Yes, potatoes are its leading crop commodity and yes it’s hard to get to (direct flights aren’t cheap), but the 43rd state deserves better than its association with the russet. Stunningly gorgeous, a visit to Idaho often begins and ends in Sun Valley where skiers whoosh down black diamond slopes while literary enthusiasts visit the grave of Ernest Hemingway. Craters of the Moon National Monument and Preserve offers a thrilling lunar landscape in Central Idaho and elsewhere nature lovers seek out Hell’s Canyon and Sawtooth National Recreation Area. Ghost towns like Custer and Gilmore abound, while Boise provides a weekend’s worth of distractions including the arty and historic North End, the Idaho Botanic Garden and nearby Old State Penitentiary, and an emerging food scene.
Whenever we play the game where we see how fast we can write down all 50 states, Indiana is the one we always forget. No friend to the roadtripper (sooooooo flat!), the Hoosier State is not without its charms. Indianapolis boasts all kinds of cool areas like historic Lockerbie, bumping Broad Ripple, arty Mass Ave and hipster-ish Fountain Square (you must have brunch at Milktooth). Meanwhile, there’s hip Bloomington, a cool university town that is also home to the excellent indie standup club the Comedy Attic. West Lafayette isn’t nearly as edgy, but does boast the Halloween-striped retro soda fountain and family diner Triple XXX (whose burgers are the best in the state). The Indiana Dunes provide a beachy Chicago escape and we hear the state is home to some big race car thing each May.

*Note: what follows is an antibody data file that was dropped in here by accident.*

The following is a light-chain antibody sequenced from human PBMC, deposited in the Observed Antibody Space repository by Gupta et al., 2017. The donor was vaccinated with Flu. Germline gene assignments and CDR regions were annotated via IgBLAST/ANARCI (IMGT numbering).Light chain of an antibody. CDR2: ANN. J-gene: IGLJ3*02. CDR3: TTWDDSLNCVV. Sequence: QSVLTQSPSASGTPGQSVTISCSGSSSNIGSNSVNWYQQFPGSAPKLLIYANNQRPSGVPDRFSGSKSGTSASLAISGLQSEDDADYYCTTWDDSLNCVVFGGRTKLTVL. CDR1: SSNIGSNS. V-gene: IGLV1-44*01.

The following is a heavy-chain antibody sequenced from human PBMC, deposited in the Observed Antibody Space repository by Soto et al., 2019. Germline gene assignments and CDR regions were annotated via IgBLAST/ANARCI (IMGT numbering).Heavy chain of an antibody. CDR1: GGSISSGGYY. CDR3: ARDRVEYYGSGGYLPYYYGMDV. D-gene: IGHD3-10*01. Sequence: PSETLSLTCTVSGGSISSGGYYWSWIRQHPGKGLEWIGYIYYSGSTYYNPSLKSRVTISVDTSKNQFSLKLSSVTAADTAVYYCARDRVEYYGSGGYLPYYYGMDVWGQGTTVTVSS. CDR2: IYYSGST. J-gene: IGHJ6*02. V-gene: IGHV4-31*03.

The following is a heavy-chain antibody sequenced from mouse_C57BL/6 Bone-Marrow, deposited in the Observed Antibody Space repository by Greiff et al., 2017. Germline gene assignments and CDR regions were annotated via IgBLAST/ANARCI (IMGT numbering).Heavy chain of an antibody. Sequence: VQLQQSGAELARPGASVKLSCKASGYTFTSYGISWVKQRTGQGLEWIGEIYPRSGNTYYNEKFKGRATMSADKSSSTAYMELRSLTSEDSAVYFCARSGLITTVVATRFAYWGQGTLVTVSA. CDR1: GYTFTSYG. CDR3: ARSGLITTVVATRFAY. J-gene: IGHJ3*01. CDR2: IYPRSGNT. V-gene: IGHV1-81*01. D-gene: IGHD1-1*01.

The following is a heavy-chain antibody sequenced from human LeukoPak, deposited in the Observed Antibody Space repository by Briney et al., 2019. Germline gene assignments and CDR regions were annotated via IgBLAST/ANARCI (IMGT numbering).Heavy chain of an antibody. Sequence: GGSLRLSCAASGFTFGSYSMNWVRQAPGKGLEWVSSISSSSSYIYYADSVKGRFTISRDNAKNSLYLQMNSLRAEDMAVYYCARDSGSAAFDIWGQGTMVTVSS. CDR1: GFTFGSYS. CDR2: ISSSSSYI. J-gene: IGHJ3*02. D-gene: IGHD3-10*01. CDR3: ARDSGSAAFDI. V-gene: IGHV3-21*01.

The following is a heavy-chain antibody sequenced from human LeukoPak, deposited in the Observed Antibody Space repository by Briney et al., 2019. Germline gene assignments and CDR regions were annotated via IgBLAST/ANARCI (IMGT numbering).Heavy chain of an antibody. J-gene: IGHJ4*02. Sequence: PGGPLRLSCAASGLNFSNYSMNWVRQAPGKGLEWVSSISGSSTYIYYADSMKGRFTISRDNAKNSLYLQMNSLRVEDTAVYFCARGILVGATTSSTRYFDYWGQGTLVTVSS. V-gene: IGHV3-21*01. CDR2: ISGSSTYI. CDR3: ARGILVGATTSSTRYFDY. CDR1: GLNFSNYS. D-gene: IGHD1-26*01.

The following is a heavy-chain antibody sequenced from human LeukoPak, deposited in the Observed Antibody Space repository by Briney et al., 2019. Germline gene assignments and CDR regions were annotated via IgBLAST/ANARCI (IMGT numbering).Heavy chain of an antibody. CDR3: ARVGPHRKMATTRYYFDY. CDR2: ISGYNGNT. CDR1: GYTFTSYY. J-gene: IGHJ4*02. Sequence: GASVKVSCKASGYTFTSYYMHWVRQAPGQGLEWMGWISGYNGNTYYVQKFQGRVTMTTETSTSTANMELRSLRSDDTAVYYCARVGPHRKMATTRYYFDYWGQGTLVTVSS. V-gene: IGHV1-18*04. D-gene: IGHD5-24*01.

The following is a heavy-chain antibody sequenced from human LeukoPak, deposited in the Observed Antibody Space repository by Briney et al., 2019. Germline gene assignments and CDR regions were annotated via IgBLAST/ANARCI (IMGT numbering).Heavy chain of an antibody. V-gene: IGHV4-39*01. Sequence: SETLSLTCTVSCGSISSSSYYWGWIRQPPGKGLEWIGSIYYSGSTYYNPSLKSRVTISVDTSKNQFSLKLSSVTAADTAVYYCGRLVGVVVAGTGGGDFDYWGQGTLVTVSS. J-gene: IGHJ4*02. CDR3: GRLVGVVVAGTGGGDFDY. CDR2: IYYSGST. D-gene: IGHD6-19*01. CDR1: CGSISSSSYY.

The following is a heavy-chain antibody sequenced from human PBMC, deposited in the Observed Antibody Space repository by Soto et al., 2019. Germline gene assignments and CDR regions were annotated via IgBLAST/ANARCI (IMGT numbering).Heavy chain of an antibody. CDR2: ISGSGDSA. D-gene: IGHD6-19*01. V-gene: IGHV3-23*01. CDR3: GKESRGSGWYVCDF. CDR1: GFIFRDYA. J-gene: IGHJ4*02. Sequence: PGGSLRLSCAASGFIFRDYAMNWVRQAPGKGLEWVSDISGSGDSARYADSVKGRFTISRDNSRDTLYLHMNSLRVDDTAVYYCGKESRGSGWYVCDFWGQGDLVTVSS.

We’re sorry-not-sorry for calling you lame if you think a visit to the Magnolia State means a run in with the grand wizard of the KKK. Such are the stereotypes oft misunderstood Mississippi has yet to overcome. Begin with a visit to Clarksdale, a riverfront gem and Mississippi River Delta Blues hub featuring a charming as heck downtown, a blues museum and all kinds of quirky cool lodgings. Press your luck in nearby Tunica, an oddball gaming town featuring a half dozen casinos dotting the river. From there, swing through pretty Oxford, a student-filled charmer with a winsome downtown (check out the super cool Graduate hotel!) before making your way to Tupelo to check out the Elvis Presley Birthplace and Museum. For Civil War nostalgia, hit up turning point city Vicksburg.
Ever hear naysayers make the claim that Iowa stands for, “I owe the world an apology?” Actually, it’s the rest of us who should apologize. Eastern Iowa is all graceful rolling hills and tucked within them is lively Iowa City, a Big Ten university town bisected by the Iowa River and dotted with lively cafes, bars and other dens of student activity. Nearby attractions include the Herbert Hoover Presidential Library (where the 31st president is buried) and the oft visited Amana Colonies. Elsewhere around the state, traverse the Great River Road National Scenic Byway, kayak and jet ski along the Iowa Great Lakes, fill your gullet with gooey fried foods at the Iowa State Fair in Des Moines and relive your baseball fantasies in Dyersville (home to the 100-year-old farm where “Field of Dreams” was filmed).